1857 a direct, and much quicker, line from London to Portsmouth via Woking and Havant was completed by the Direct Railway Company and leased to L&SWR for services to Portsmouth with user rights over the existing section from Havant to Portsmouth. Until late 1859 LB&SCR and L&SWR were in disagreement over ownership of the line around Havant and the lines were blocked north of Havant (see section on Havant Station). There was talk of building two separate lines from Havant to Hilsea and Cosham with a separate station at Portsmouth being needed for the second line. For the first twenty years the line was a single track although tunnels and bridges and earthworks had been built for double tracks. In 1878 the line was ‘doubled’ and was electrified in 1937.

1923 all local southern railway companies were amalgamated as Southern Railways.

1948 all railway companies were nationalised as British Railways.

Portsmouth area Railway map from 1910


The practice of dealing with passengers was inherited from road coach and cart operation. Intending passengers were issued with a paper ticket filled in by hand. Carriages were not lit, and second class carriages were "sideless". Third class passengers were carried from the opening of the whole line, in open trucks attached to goods trains. First class coaches had three compartments each; they were very low and narrow, travellers' knees were pressed uncomfortably hard against those of their opposite neighbour. Second class was equally cramped, and the seat was a bare board.

Fares and Speed

In the early days travelling by train was very expensive, albeit cheaper than using stagecoaches.

In 1849 the costs per mile between Portsmouth and London were 2 1/2d for 1st class, 1 3/4d for 2nd class and 1d for 3rd class (240d = £1). However these were reduced for a variety of reasons - week-end offers, market days etc.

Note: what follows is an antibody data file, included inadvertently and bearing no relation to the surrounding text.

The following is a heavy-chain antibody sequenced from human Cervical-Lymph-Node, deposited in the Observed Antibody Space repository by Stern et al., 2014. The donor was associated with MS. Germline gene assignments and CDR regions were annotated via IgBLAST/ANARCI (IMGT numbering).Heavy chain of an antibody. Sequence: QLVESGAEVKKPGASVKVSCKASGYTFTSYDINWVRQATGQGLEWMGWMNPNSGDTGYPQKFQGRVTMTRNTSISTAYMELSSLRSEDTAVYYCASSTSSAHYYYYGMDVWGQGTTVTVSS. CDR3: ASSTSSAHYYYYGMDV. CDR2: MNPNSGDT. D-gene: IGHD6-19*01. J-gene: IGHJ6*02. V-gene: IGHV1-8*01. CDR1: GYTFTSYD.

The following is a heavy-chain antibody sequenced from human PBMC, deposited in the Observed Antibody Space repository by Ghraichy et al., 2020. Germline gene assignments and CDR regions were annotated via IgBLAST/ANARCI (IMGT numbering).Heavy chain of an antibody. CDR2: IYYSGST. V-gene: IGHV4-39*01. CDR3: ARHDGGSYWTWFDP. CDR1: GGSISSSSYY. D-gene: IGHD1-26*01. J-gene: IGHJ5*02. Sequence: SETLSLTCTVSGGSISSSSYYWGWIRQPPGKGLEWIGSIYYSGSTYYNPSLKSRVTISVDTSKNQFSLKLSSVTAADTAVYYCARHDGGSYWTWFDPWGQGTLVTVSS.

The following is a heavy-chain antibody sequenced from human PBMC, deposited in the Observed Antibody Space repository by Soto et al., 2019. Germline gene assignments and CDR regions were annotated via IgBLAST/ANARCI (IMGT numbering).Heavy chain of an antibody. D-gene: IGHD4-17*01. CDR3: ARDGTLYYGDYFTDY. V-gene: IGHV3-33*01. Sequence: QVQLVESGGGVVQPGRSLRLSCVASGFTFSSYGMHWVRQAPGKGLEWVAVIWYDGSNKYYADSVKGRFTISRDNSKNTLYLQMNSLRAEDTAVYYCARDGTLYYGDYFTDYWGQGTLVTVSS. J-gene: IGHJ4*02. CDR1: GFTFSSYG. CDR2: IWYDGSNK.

In 1844 the government compelled "the provision of at least one train a day each way at a speed of not less than 12 miles an hour including stops, which were to be made at all stations, and of carriages protected from the weather and provided with seats; for all which luxuries not more than a penny a mile might be charged." As the timings of the "one train per day" were flexible the result didn't always reflect the social change that the government was aiming for.

Over time, and with inflation, the price of travel reduced to come in reach of the working man.
As well as being cheaper than stagecoaches the trains were much faster. Coaches would take 7 hours at best to reach London whereas the train could reach London via Brighton in 3 hours 10 minutes and via Bishopstoke in 2 hours 50 minutes. This was reduced to 2 hours 15 minutes by the much shorter Direct Line via Guildford.

The coming of the railways brought the need for standardisation of time country-wide. Portsmouth was one of the last towns in Britain to go onto GMT in the late 1870s.

Local Railway Company Rolling Stock


David Hey's Collection
Mike Morant Photos
Southern E-Group Picture gallery
Ian Nolan Photos
The Sussex Motive Power Depots
British Railways Engine Sheds 1948 to 1994

Videos of Southern Steam.



Wikipedia - London and South Western Railway
Wikipedia - London, Brighton and South Coast Railway
Wikipedia - London and Brighton Railway
Wikipedia - London and Southampton Railway
Wikipedia - Brighton and Chichester Railway
Wikipedia - Gosport Railway Station
Wikipedia - Fareham Railway Station
Wikipedia - Portsmouth Direct Line
Wikipedia - Parliamentary Train
Southern E-Mail Group
Past and Present Publications
Portsmouth Papers - Railways and Portsmouth Society 1847-1947